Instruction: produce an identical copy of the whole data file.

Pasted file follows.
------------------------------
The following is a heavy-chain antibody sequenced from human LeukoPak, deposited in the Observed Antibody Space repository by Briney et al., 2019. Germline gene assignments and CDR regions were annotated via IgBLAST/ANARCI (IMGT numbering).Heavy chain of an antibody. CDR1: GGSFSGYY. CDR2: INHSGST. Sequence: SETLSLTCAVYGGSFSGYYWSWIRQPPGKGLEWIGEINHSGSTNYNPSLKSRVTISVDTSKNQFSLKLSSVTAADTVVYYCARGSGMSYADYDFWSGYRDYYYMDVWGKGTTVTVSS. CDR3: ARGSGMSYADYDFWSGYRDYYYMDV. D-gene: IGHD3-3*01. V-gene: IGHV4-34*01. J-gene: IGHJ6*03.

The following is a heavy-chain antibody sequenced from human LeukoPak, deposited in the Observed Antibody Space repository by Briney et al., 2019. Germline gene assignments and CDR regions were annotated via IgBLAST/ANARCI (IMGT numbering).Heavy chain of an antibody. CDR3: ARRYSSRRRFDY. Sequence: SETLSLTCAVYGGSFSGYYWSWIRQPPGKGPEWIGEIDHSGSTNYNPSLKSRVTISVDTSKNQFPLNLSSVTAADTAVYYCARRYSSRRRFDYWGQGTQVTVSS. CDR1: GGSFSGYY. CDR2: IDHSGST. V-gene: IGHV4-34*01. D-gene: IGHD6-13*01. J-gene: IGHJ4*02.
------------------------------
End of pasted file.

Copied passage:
The following is a heavy-chain antibody sequenced from human LeukoPak, deposited in the Observed Antibody Space repository by Briney et al., 2019. Germline gene assignments and CDR regions were annotated via IgBLAST/ANARCI (IMGT numbering).Heavy chain of an antibody. CDR1: GGSFSGYY. CDR2: INHSGST. Sequence: SETLSLTCAVYGGSFSGYYWSWIRQPPGKGLEWIGEINHSGSTNYNPSLKSRVTISVDTSKNQFSLKLSSVTAADTVVYYCARGSGMSYADYDFWSGYRDYYYMDVWGKGTTVTVSS. CDR3: ARGSGMSYADYDFWSGYRDYYYMDV. D-gene: IGHD3-3*01. V-gene: IGHV4-34*01. J-gene: IGHJ6*03.

The following is a heavy-chain antibody sequenced from human LeukoPak, deposited in the Observed Antibody Space repository by Briney et al., 2019. Germline gene assignments and CDR regions were annotated via IgBLAST/ANARCI (IMGT numbering).Heavy chain of an antibody. CDR3: ARRYSSRRRFDY. Sequence: SETLSLTCAVYGGSFSGYYWSWIRQPPGKGPEWIGEIDHSGSTNYNPSLKSRVTISVDTSKNQFPLNLSSVTAADTAVYYCARRYSSRRRFDYWGQGTQVTVSS. CDR1: GGSFSGYY. CDR2: IDHSGST. V-gene: IGHV4-34*01. D-gene: IGHD6-13*01. J-gene: IGHJ4*02.